The phone would ring and I’d hear that deep bass voice say, “He-e-e-llo, Annie,” and I would settle in for a good chat. We would talk about everything under and over the sun. We would share stories of our history and argue about the conclusions of our old age. We were both sixty-five and it was a joy to talk with someone who remembered the same things I did—and remembered them in the same way.
I had asked him to be my therapist and he said I couldn’t afford him but we could be friends and so we talked on that basis—sort of. In the beginning, he would push me. “Ann-i-i-i-e-e . . .” I had to tell him everything. I would say that I didn’t want to talk about X, Y or Z, or I’d rather not respond to some question, and he wouldn’t accept it. A friend would have; a friend would respect boundaries.
He didn’t. He was a therapist. He viewed it as an obstacle to therapy, not a boundary set by a friend. Obstacles are to be overcome and he worked hard to break down all my defenses. He would cajole and beguile. He would use patience or firm, insistent questioning. He made it clear that until I told him how I really felt, there would be no conversation about anything else. And in the end, it felt so good, you know?
To have a best friend, a friend you trusted with your innermost feelings . . . that was a blessed relief. There was so much pain in my life—damaged by psychiatry, abandoned by my family, impoverished by the inability to work, homebound and often bedridden by illness, ignored by my church, alone, alone, alone—and now I had this wonderful, faithful friend.
He was smart and funny, kind and understanding, and he believed in me. He thought I was wonderful, courageous, brilliant, generous and wise; he told me so. I was an incredibly good person in unbelievably bad circumstances, and he was there for me. When I was hospitalized, he was there, on the phone. When I had bad medical appointments, he went with me by phone. When I needed a rehab center, he made phone calls. He was a Care Manager; that’s what he did.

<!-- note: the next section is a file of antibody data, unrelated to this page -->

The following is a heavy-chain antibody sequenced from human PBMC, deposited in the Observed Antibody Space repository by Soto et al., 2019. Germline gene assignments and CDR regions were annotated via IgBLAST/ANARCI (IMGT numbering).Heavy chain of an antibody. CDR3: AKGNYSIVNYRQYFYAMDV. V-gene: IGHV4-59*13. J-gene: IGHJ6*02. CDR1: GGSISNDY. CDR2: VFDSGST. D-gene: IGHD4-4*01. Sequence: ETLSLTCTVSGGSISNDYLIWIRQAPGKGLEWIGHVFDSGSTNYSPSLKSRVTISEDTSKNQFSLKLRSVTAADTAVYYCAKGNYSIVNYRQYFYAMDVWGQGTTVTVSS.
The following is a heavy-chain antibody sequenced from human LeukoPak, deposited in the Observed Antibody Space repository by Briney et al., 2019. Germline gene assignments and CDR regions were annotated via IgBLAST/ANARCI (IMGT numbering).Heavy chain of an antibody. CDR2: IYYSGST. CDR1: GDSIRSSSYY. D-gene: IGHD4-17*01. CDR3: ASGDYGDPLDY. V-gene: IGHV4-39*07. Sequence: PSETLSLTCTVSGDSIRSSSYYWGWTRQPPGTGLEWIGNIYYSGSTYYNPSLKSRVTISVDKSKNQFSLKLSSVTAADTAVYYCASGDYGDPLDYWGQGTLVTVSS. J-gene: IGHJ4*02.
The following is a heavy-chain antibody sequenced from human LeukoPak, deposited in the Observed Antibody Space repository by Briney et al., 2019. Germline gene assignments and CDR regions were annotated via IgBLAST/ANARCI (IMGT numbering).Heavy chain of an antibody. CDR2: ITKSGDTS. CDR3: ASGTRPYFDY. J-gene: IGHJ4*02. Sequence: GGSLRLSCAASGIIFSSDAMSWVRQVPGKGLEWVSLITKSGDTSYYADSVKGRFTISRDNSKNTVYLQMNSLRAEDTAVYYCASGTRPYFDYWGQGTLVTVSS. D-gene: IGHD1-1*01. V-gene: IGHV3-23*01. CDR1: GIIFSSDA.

If he’d been a carpenter, he would have built me a deck. If he’d been an editor, he would have gotten me published. He was a therapist, so he helped me emotionally. Don’t we all share our professional expertise with our friends? Then why did I, sometimes, get angry and accuse this friend of treating me like a patient? Many months went by before I understood what I meant: he was acting like a therapist, not a friend—wasn’t he? He wasn’t self-revealing.
He would call me on Monday morning and ask about my weekend. I’d tell him where I went, what I did, who I talked to, and how I felt about it all. I would ask about his weekend—friends do, don’t they?—and he would reply, “Chores around the house,” and change the subject. We were not to talk about him; we were to talk about me. Isn’t “me” everybody’s favorite subject? And wasn’t he totally other-directed?
He didn’t want money or sex or power or fame: he just wanted to help other people. He was an amazing man and I was entranced by him. I loved him and he loved me. He told me so; this splendid, wonderful man told me he loved me—until the lawsuit.
We spent hours every week on the phone with each other, sometimes talking several times a day, then the phone calls stopped. He neither called nor accepted my calls for one long, dark week. When we finally spoke again, he told me that he was being sued. He wouldn’t tell me why, but he was devastated. His ex-patient-friend was suing him. He felt hurt and betrayed, and I could not comfort or reassure him. He—who was so positive, so upbeat, so optimistic—said he was going to lose his license and his livelihood. What did he know that he wasn’t telling me?
But he stopped telling me he loved me. I didn’t make the connection, then, between the lawsuit and the I-love-you’s. By then, I was totally confused about our relationship. He said we were friends, but wouldn’t let me call him at home. He said we weren’t lovers, but he told me he loved me. He said he wasn’t my therapist, but all our conversations took place while he was in his professional office.
I stopped trying to make sense of him and just accepted him. If talking about me made him happier than talking about him, then okay, we’d talk about me. What woman has ever understood a man? I’d ask him how I could help and he would reply, “Just be yourself.” What the heck did that mean? So I would babble on, not knowing anything—not knowing who he really was, not knowing what our relationship really was, not knowing what the boundaries really were.
He was my friend and I accepted him as he was. That’s what friends do, don’t they? And he was my friend.